Roman Emperor Elagabalus Assigned Transgender By A British Museum
The third-century AD ruler, Elagabalus, has been declared transgender by a British Museum, which is set to relabel its display to accommodate the change. The decision has been taken by the North Hertfordshire Museum to refer to Emperor Elagabalus with female pronouns, using "she" and "her", to be “sensitive to their preferences”. According to classical texts, Emperor Elagabalus is said to have once declared, "call me not Lord, for I am a Lady." But some experts think the evidence is flawed, and the historic writing regarding Elagabalus was part of a political smear campaign.
Character Assassination or Ancient Queerness?
The pronoun choice is rooted in the historical account provided by Cassius Dio, a Roman chronicler. Dio's writings describe Elagabalus as being "termed wife, mistress, and queen," recounting an instance where the emperor allegedly told a lover, "Call me not Lord, for I am a Lady," and even purportedly requested the creation of female genitalia. An there are plenty such references, but some historians believe that these accounts are simply attempts at character assassination of the emperor, reports The Telegraph.
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Cassius Dio served under the emperor Severus Alexander, who ascended to power following the assassination of Elagabalus. Some historians argue that Dio's accounts of Elagabalus's behavior may have been influenced by political motivations or a desire to justify the controversial assassination. The characterization of Elagabalus as deviant or unconventional in Dio's writings may be part of a broader narrative intended to legitimize the actions taken against the ruler.
Keith Hoskins, UK Liberal Democrat councilor and executive member for arts at the Lib Dem and Labor coalition-run North Hertfordshire Council explained, “We try to be sensitive to identifying pronouns for people in the past, as we are for people in the present. It is only polite and respectful. We know that Elagabalus identified as a woman and was explicit about which pronouns to use, which shows that pronouns are not a new thing.”
The museum's decision to use female pronouns in its display is reflective of a contemporary understanding of gender identity and inclusivity while acknowledging the complexities and potential biases present in historical accounts, reports The Daily Mail.
“The Romans didn't have our idea of "trans" as a category, but they used accusations of sexual behavior "as a woman" as one of the worst insults against men,” added Andrew Wallace-Hadrill, a Cambridge classics professor, quoted by the The Telegraph report. He added that due to Elagabalus being Syrian and not Roman, “there’s racial prejudice going on there too”.
Emperor Elagabalus: Boy Prince, Wicked Tyrant, Cruel Ruler
The boy Emperor Elagabalus, ascended to power through the political maneuvers of his grandmother, Julia Maesa. He quickly gained infamy for his monstrous reputation as a ruler. Comparable to well-known tyrants such as Caligula and Nero, Elagabalus is remembered for his extreme acts of wickedness and vice.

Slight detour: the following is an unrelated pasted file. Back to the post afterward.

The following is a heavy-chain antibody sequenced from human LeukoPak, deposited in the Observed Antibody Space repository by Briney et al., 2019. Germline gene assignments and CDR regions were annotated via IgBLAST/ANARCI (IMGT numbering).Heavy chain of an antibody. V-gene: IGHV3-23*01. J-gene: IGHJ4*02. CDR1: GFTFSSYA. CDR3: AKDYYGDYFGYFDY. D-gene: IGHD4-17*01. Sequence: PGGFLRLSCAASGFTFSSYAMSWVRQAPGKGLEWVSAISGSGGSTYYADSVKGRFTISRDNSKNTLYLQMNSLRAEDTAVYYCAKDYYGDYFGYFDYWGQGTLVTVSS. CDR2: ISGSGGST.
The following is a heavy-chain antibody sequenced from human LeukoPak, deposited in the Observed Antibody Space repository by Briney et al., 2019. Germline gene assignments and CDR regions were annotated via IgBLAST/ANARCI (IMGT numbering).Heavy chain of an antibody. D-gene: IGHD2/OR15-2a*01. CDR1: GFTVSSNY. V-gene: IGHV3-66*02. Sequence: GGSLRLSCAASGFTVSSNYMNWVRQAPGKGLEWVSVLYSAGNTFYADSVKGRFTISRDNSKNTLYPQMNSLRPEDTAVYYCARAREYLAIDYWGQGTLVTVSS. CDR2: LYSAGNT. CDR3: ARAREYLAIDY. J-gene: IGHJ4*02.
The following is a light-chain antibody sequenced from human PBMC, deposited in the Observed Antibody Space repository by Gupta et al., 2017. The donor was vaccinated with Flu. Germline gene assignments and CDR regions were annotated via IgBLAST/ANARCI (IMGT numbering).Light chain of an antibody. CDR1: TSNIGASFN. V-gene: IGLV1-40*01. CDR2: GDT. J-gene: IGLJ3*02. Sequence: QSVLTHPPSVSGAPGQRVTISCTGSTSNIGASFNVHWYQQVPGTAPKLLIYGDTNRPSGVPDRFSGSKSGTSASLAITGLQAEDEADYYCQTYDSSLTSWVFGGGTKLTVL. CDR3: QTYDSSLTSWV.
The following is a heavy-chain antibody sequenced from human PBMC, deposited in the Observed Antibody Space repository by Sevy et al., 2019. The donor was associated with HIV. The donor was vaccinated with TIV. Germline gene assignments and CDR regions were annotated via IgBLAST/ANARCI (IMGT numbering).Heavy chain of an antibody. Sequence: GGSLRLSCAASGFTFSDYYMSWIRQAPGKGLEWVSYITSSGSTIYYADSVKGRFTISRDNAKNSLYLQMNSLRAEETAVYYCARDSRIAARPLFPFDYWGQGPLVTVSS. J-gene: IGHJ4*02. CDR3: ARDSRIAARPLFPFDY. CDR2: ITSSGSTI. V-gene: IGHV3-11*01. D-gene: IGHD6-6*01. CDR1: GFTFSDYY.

“Elagabalus was also known to have married a man, the charioteer and former slave Hierocles, and they loved being referred to as Hierocles’ wife or mistress. The emperor is also reported to have frequently worn wigs and makeup, preferred to be called ‘domina’ (lady) over ‘dominus’ (lord), and even offered vast sums of money to any physician who could give them a vagina”, according to a published interview by the University of Birmingham in 2021.
Among the many dark anecdotes reported from his rule, one particularly gruesome incident involved lashing several guests to a water-wheel during a feast, slowly drowning them as horrified onlookers witnessed the macabre spectacle. In another sadistic episode, Elagabalus released dozens of leopards and lions among his guests after a meal, creating a scene of chaos and terror.
Elagabalus's penchant for cruelty extended to public events as well. He is reported to have unleashed poisonous snakes among the crowds attending gladiatorial games, resulting in widespread death and injury. Another display of brutality involved throwing gold and silver from a high tower, goading a mob of citizens to scramble for the riches, leading to many fatalities in the ensuing chaos, reports The Art Newspaper.
‘The Roses of Heliogabalus’, 1888. Elagabalus played pranks on his dinner guests, which involved covering dinner attendees with a shower of rose petals released from the ceiling. (Public Domain)
The emperor's extravagant lifestyle was marked by opulence, as he adorned himself in precious silks and draped himself with gems. Notably, Elagabalus harbored aspirations of forming a new Roman senate composed entirely of women.
His ascent to the throne was orchestrated by his grandmother, Julia Maesa, following the death of her nephew Caracalla. Caracalla, who had ruled for eight years, was assassinated by an army commander. Determined to maintain familial control over the Roman Empire, Julia turned to her 14-year-old grandson, Elagabalus, who had been raised in the remote Syrian town of Emesa, far from the center of imperial power.
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Professor Christian Laes, a classicist at the University of Manchester, concluded that all ancient accounts of the emperor’s life must be taken with a pinch of salt, owing to disdain over his (their) origins. This was exacerbated by the fact that all transgressors of sexual norms at these times in history were punished by aristocratic and senatorial disdain.
Top image: Roman Emperor Elagabalus bust, with a modern photo realistic reconstruction of his likeness based on this. Source: Left, © José Luiz Bernardes Ribeiro/CC BY-SA 4.0 ; Right, Daniel Voshart/ CC BY-NC-SA 4.0
By Sahir Pandey
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